And now as I sit here riding in mar car on a boat (riding a ferry off Ocracoke island where we live) writing this I once again have this peaceful feeling. Memories like this are what life is all about. Being able to recall times that touched the soul, that made me stop and give thanks for the experience, loving life and always looking forward to the next magical experience. For me and for many others these experiences just so happen to happen more often on the ocean, this is our “Ocean Medicine”.


Passage Notes from Marathon to Angelfish Creek – Florida

Passage from Marathon to Angelfish Cay

After spending three months living and working in Marathon, Florida our time had come to move on. We had been living on a mooring in Boot Key Harbor on our 32’ Bayfield “Puff”. The facility provided by the town of Marathon at its City Marina caters to liveaboard cruisers. For a very reasonable monthly fee ($260 for our 32’ sailboat) they provided a dingy dock, showers, laundry facility, book exchange, and bike racks. The marina also strictly enforces no overboard discharge and provides weekly pumpouts from a pumpout boat that makes its rounds throughout the week. We feel a lot of other marinas could learn a thing or two in this respect by making pumpout stations more available.
On our trip down to Marathon we had taken the bay side route and enjoyed the shelter of the many small cays. Wanting to get the full experience we planned an ocean side return north. On our itinerary were stops at Molasses Reef and the dive at the Christ of the Abyss. Our first leg of the trip took us from Marathon up to Rodriguez Cay just off Key Largo. We planned our departure according to the weather and as the wind was shifting to the southeast we set sail The water inside the reef was crystal clear turquoise and as we approached the greater depths of the open sea it darkened into the cobalt blue of the deep. Their are two options for cruising the ocean side of the keys, the open sea beyond the reef or the marked channel through the inside of the reef. We chose the open ocean passage in hopes of catching dinner as we trolled the ledges of the abyss. Our only luck was a single bonito (too bloody for our taste).
As we approached Rodriguez Cay the wind had died and we ended up motoring the last few hours to a beautiful anchorage. Our view of the open ocean had a bit of excitement that went along with the beauty of it. Excitement in it because there is always the possibility of the wind shifting onshore and putting you on a lee shore in the middle of the night. The forecast held and there was only light winds shifting to the southwest and a brilliant red sunset to end the day.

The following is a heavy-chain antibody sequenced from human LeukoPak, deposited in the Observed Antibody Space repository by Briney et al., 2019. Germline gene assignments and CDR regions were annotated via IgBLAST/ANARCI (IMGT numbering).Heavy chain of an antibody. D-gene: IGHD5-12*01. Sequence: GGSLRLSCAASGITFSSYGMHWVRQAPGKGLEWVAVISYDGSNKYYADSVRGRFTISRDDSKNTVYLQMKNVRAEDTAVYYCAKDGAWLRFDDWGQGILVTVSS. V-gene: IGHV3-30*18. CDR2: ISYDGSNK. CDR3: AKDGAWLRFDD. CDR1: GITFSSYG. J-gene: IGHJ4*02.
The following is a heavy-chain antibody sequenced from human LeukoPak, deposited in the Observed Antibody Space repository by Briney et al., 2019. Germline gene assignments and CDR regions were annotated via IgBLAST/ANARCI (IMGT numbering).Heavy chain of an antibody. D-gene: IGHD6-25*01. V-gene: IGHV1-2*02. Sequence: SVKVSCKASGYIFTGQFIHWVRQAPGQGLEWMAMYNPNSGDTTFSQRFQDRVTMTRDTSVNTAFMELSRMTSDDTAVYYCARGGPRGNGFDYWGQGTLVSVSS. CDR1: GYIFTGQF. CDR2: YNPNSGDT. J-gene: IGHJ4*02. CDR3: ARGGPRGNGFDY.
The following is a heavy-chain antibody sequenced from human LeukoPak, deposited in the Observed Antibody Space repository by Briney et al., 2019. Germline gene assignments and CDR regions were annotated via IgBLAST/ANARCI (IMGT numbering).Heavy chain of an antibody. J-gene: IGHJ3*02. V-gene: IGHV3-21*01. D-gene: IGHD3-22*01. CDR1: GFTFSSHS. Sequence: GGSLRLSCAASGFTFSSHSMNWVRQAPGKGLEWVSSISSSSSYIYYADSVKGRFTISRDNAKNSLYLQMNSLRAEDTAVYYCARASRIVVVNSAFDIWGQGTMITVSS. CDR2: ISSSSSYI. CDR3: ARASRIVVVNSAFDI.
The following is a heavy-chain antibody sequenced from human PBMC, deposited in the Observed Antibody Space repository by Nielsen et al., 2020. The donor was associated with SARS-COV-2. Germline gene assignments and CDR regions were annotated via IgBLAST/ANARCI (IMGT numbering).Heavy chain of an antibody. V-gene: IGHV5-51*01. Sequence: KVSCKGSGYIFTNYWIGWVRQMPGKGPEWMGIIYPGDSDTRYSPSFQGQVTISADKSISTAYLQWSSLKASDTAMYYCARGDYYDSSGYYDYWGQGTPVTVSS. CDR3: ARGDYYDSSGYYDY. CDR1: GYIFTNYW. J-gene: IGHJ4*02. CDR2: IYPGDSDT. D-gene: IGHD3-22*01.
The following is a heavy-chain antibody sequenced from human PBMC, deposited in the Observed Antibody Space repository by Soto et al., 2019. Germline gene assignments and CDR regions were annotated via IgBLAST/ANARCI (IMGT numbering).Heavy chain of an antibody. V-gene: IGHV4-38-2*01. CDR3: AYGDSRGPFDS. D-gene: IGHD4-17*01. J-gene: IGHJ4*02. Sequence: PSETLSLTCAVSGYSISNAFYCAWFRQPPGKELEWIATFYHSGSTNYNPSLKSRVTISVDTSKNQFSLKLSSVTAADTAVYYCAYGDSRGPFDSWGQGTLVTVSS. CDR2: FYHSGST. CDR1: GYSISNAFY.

The next morning we awoke to a glass calm anchorage and billowing cumulus clouds out over the gulfstream. The day was already warm and had that wonderful tropical feel as the birds on Rodriguez Cay serenading us to another glorious day. Molasses Reef lay only seven miles from the anchorage where we arrived around 9:30am. We grabbed our fins and masks and were over the side exploring the remains of a spanish galleon’s anchor, a beautiful swim through, and some of the most dramatic coral formations we have seen. After nearly two hours of diving we were satisfied with our visit Molasses reef and set sail to the Christ of the Abyss eight miles northeast.
On the sail we enjoyed a quick lunch and rest as we got ready for the second dive. Our expectations of this dive were only to see the statue and continue on to Angelfish Cay. As we picked up a mooring and jumped overboard we found ourselves in a fabulous coral garden. The formations came from 25 feet to within 5 feet of the surface with huge hogfish and groupers swimming throughout. The Christ of the Abyss statue was placed within these formations obviously to protect it from currents and surge while creating a glorious backdrop. It was truly a magnificent area to explore and well worth the effort.
It was now 4pm and time to make for Angelfish Cay before the wind clocked around to the north like forecasted. The wind was piping up out of the west with the approach of the front and clouds that were rolling in. Within 5 miles a dark cloud passed over giving us a light shower and bringing the north winds on its backside. The cool dry air told us that was the front and the engine came on to motor us the remaining way. The approach to Angelfish Cay and Angelfish Creek that brings you bay side was very straightforward with clear channel markers and good depth throughout. We opted to anchor in one of the many small channels off Angelfish Creek to wait out the strong northeast winds that followed with the high pressure behind the front.
Our splash back into truly cruising again after a short stint of work in Marathon was fabulous. We choose a good weather window for what we wanted to do and got some great sailing and diving as a result. We are looking forward to the rest of our voyage back north, sailing, fishing, diving, and exploring as we go.